I promised you a more detailed look at this most classic of interior design styles last week so here you go. It’s seen as quintessentially English and yet it was popularised by an American. It’s a maximalist look that’s even better when it’s messy and mismatched. While some will say it’s having a revival others claim that it’s never gone away. It’s about whether you prefer the classic version or the contemporary. Read on to find out more.
1 The English Country House style – to give it its full name was established in the 1920s – and was about colour and comfort, pattern and period detail. It is unashamedly maximalist but there are certain ingredients you must include if you want to pull off this classic look successfully.
2 You will need: at least one large, slouchy, supremely comfortable sofa which must be covered in an array of mismatched cushions and throws. Keep the colours tonally simple and throw all the patterns at it. Add in some antique furniture – slightly wonky and scratched with marks from Martinis past is completely acceptable. Throw in lots of floral motifs – in the pictures on the walls, the lampshades and on the rugs – of which there must be several. Add a dash of wit – a wig on a bust, or even a china leopard or bowl of fruit for irony and you’re there. A sprinkling of dog hair and even a couple of hounds themselves and you’re there.
3 The joy of this look is that it’s not about perfection. Everything needs to look as it it arrived well-loved and pre-loved from somewhere else in the house or family and not that it was bought in specially. The late Tory MP Alan Clark was oft quoted on his Conservative colleague: “An arriviste who… bought all his own furniture”. That being one of the most damning things he could say about him.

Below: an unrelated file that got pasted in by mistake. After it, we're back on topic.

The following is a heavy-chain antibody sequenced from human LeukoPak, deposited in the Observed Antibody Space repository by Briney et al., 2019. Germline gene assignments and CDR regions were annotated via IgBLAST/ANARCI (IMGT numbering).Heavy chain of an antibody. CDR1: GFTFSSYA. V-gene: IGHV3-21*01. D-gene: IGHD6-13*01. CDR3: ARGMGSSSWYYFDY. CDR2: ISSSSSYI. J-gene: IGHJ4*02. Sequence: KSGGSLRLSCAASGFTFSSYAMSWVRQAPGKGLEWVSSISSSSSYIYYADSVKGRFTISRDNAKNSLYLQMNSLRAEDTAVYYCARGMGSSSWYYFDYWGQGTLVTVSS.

4 While this style developed in the UK, as people sought to bring the style of large country houses into their smaller homes, it was the American Nancy Lancaster who popularised it. She bought Colefax & Fowler in the 1940s and added carpet and heating to the mix. She also decreed that every room should have something a little bit ugly and that decorating a room was “like mixing a salad” insisting that rooms should feel informal enough to be comfortable.
5 Original country house style involved lots of tiny chintzy florals, often mixed with stripes in an Edwardian style fabric but bigger, bolder flowers are currently in vogue. The way to bring them up to date is in new, and more modern colourways – think neo mint and cobalt blue rather than soft pastels.
6 Keep the walls plain but use a strong colour to make the florals really stand out and make sure you use wallpaper on all four walls. No single feature design here.
7 Every room must have books and magazines. English people really don’t want to talk to each other all the time so a collection of books and newspapers they can dive into will avoid the ghastly small talk scenario perfectly. Ditto a large gin.
8 There must be lots of flowers – real – and plants – likewise. Faux plants must be ironic such as ceramic bowls of fruit – the one ugly thing that Nancy decreed every room must have.
9 Gallery walls are very English country house, particularly when hung over wallpaper. Family photographs should never be hung on walls but gathered in frames on side tables. In fact collections of all sorts are good – jugs, ornaments, statues, whatever you like.
10 Look at designers such as Ben Pentreath, Robert Kime, Christopher Howe and Rita Konig for inspiration.